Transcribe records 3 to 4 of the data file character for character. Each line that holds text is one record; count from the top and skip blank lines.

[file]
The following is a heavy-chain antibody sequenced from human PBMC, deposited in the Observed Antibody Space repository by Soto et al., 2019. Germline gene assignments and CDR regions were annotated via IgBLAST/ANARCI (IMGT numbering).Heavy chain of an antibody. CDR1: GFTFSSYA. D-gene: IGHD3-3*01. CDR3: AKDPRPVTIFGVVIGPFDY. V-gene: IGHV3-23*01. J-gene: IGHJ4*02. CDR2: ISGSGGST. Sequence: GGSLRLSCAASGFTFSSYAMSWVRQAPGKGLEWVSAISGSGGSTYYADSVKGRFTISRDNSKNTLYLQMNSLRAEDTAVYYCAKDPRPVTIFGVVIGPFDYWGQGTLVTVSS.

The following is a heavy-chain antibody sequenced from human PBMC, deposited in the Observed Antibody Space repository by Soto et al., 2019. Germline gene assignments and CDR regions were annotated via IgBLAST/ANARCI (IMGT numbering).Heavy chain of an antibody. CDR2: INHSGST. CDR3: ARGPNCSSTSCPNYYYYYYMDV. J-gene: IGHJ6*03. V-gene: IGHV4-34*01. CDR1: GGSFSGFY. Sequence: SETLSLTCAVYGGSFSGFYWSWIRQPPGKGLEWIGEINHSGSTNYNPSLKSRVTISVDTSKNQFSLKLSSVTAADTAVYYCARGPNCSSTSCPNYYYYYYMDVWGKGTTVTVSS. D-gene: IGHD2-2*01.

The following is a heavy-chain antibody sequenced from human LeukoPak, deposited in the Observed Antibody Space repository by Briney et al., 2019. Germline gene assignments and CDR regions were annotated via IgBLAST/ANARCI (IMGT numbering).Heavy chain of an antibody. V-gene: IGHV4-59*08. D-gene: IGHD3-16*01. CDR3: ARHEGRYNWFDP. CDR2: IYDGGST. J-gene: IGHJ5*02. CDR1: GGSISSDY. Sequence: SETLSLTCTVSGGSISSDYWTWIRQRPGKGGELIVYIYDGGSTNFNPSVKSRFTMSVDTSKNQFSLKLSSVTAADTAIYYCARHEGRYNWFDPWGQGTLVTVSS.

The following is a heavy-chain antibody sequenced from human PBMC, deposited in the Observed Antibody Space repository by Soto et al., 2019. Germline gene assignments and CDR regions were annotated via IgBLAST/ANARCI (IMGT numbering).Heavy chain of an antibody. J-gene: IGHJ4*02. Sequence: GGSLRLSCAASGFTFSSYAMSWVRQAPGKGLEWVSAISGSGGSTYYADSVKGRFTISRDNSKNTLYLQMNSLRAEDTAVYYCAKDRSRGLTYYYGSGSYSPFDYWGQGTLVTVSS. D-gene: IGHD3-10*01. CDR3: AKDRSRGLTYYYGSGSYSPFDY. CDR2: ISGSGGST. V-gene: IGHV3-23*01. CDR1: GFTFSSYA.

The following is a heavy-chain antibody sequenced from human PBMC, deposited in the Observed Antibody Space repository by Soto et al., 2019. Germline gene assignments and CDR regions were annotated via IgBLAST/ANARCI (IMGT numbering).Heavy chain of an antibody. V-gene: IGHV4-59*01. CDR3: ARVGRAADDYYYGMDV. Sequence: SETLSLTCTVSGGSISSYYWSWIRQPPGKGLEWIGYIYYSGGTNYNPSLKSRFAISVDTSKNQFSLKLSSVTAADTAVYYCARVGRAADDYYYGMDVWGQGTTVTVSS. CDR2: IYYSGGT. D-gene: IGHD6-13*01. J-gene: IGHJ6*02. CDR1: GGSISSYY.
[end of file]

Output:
The following is a heavy-chain antibody sequenced from human LeukoPak, deposited in the Observed Antibody Space repository by Briney et al., 2019. Germline gene assignments and CDR regions were annotated via IgBLAST/ANARCI (IMGT numbering).Heavy chain of an antibody. V-gene: IGHV4-59*08. D-gene: IGHD3-16*01. CDR3: ARHEGRYNWFDP. CDR2: IYDGGST. J-gene: IGHJ5*02. CDR1: GGSISSDY. Sequence: SETLSLTCTVSGGSISSDYWTWIRQRPGKGGELIVYIYDGGSTNFNPSVKSRFTMSVDTSKNQFSLKLSSVTAADTAIYYCARHEGRYNWFDPWGQGTLVTVSS.

The following is a heavy-chain antibody sequenced from human PBMC, deposited in the Observed Antibody Space repository by Soto et al., 2019. Germline gene assignments and CDR regions were annotated via IgBLAST/ANARCI (IMGT numbering).Heavy chain of an antibody. J-gene: IGHJ4*02. Sequence: GGSLRLSCAASGFTFSSYAMSWVRQAPGKGLEWVSAISGSGGSTYYADSVKGRFTISRDNSKNTLYLQMNSLRAEDTAVYYCAKDRSRGLTYYYGSGSYSPFDYWGQGTLVTVSS. D-gene: IGHD3-10*01. CDR3: AKDRSRGLTYYYGSGSYSPFDY. CDR2: ISGSGGST. V-gene: IGHV3-23*01. CDR1: GFTFSSYA.